Research

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Analysis of Chesapeake Bay Hypoxia and Stratification

 

The depletion of dissolved oxygen from coastal waters (i.e., hypoxia) due to anthropogenic nutrient over-enrichment is a major water quality problem worldwide.  In the Chesapeake Bay, hypoxia has been a persistent summertime feature for decades with effects on ecosystem structure, fisheries habitat, and overall environmental quality.  Despite comprehensive modeling and monitoring programs, the complex hydrodynamics, biogeochemistry, and varying inputs from a large watershed have led to uncertainty about the response of Bay hypoxia to management actions. 

Fig. 1
Dissolved oxygen (DO) spatially interpolated using 4 different methods and observations collected May 26-28, 1992 at 8 m deep.

In this study, we make full use of a rich set of historical monitoring data recently compiled into a prototypical environmental observatory, the Chesapeake Bay Environmental Observatory (CBEO), to develop integrated statistical and mechanistic modeling tools for understanding the extent, timing, and causes of Bay hypoxia.  Our research involves developing new methods for 4D (i.e., space and time) interpolation of existing observational data and using these methods to unravel the long-term trends and relationships between Chesapeake Bay hypoxia, stratification, nutrient loads, and regional climatic forces. The new interpolation methods have been used to develop a summertime forecast of Bay anoxia for Chesapeake Ecocheck, allowing for public dissemination of our preliminary findings on the varying influences of physical and biological factors during different times of the summer.  Results from this research have the potential to address pressing science questions about Bay water quality by quantifying the strength, relationship, and timing of hypoxia and stratification increases.  Some of these findings, as well as the new integrated statistical and mechanistic modeling methods, will be transferable to other coastal systems worldwide.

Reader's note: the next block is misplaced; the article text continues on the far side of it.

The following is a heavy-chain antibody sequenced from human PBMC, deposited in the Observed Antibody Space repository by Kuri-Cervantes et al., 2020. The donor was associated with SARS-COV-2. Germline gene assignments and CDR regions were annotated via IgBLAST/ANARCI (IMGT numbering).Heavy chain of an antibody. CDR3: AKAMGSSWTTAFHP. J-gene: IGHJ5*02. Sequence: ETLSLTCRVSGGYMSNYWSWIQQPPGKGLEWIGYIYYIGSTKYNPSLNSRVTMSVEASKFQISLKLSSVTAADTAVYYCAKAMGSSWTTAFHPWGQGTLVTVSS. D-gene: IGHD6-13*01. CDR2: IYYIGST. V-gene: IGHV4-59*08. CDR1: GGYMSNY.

WWWWW
Interpolated density profile along main channel of the Chesapeake Bay for June 13-15, 2005, showing the typical vertical density stratification that develops in late spring.

 
Keywords: Water quality, hypoxia, Chesapeake Bay, interpolation, modeling
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Rebecca R. Murphy

JHU Student
PhD Student
Project Manager for Chesapeake Bay Environmental Observatory

Whiting School of Engineering

Department of Geography and Environmental Engineering

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William P. Ball

GWP Steering Committee
Associate Director, Global Water Program
Associate Director, Center for Water and Health Faculty Advisor, JHU Student Chapter of Engineers Without Borders-USA

Whiting School of Engineering

Department of Geography and Environmental Engineering (Joint Appointment) Department of Civil Environmental Engineering

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